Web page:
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Confidence Among Foreign Investors Soars 30%

By on Jun 11, 2015 in Property News

Overall investor confidence for the next three months has declined by 14.17 per cent as the sluggish domestic economy has pulled down domestic sentiment, but foreign investors’ confidence has risen by 30.01 per cent on the increased tangibility of infrastructure mega-projects, said the Federation of Thai Capital Market Organisations (FETCO).

The survey found the FETCO NIDA Investor Sentiment Index for the three months starting in June had dropped to 88.16 from 102.72 in the previous month’s survey. Confidence of proprietary, retail, and domestic institutional investors decreased by 36.36, 15.19 and 14.98 per cent respectively.

However, the sentiment of foreign institutional investors went from “bearish” at 76.92 points to “neutral” at 100 points in the same period. Confidence of proprietary, retail and domestic institutional investors was 77.77, 88.17 and 73.68 points respectively.

The index measures the confidence of all four types of investors and ranges from 0-200 points, where lower than 80 is bearish, 80-120 is neutral and more than 120 is bullish.

“Foreign investors always look for things in the long term, and the increased tangibility in the government’s infrastructure projects has contributed to the increase in their confidence in the Thai capital market for the next three months,” Voravan Tarapoom, chairwoman of FETCO and chief executive officer of BBL Asset Management, said yesterday.

The survey also found that investors believe petrochemical stocks are the most interesting for the Stock Exchange of Thailand while investment in banking is the least desirable.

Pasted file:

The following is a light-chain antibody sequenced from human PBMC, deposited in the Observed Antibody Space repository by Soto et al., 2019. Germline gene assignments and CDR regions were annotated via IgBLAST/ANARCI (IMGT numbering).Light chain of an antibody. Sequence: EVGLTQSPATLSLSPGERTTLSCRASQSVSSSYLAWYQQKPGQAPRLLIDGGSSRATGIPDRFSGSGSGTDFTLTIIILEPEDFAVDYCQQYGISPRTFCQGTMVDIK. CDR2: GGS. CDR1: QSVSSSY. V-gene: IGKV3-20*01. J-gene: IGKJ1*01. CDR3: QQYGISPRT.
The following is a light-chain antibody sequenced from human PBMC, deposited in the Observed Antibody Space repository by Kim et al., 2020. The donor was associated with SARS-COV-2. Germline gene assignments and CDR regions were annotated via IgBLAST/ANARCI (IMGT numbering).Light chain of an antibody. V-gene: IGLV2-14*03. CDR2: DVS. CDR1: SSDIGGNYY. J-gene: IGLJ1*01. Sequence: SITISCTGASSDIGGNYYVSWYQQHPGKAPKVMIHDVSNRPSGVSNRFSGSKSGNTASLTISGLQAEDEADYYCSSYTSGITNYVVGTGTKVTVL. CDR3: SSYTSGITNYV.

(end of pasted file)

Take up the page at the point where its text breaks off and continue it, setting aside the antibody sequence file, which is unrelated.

“The confidence of domestic investors has declined mainly because of the economic slowdown led by weakened domestic consumption, which is a result of high household debt and tightening purchasing power. Nevertheless, BBL Asset expects the economy to be better in the second half as exports are expected to pick up from the depreciation of the baht along with the expected improvement on the consumption side,” she said.

Voravan said domestic consumption should improve in the next three to six months as the level of personal debts such as credit cards should be lower by then and middle-income purchasing power should be able to resume. Meanwhile improved government spending should continue to support the economy in the next period.

BBL Asset has maintained its estimate that gross domestic product will expand by 3-3.5 per cent this year, while expecting the Bank of Thailand’s Monetary Policy Committee to hold the benchmark interest rate at 1.50 per cent at its meeting tomorrow.

Kampon Adireksombat, chief economist and strategist at Deutsche Tisco and Tisco Financial Group, said government spending in the first quarter of this year was 30-40 per cent more than in the same period in 2014. The increase in the government budget deficit from Bt250 billion in fiscal 2014 to Bt390 billion in fiscal 2015 is supporting the economy, while domestic consumption and exports are picking up, though unevenly.

He said consumption of non-durable goods was recovering, up by 1.3 per cent in the first quarter when compared to final quarter of 2014. However, consumption of durable goods contracted by 2.3 per cent in the same period.

Non-commodity exports declined but less than before, by just 0.3 per cent, as export of automobiles and hard-disk drives is expanding, but export of commodity products contracted by 6.4 per cent when compared with the previous quarter.

“The recoveries vary across sectors but there are definitely signs that things are improving on the domestic consumption and export fronts,” he said.

Tisco Financial Group expects GDP to expand by 0.8 per cent in the second quarter, 1 per cent in the third, and 1 per cent in the fourth after expansion of 0.4 per cent in the first quarter of this year.

Source: The Nation – 9 June 2015

Nora has been in the Corporate Communications arena for a number of years. Nora's role is to communicate all newsworthy items that are of a PR nature.

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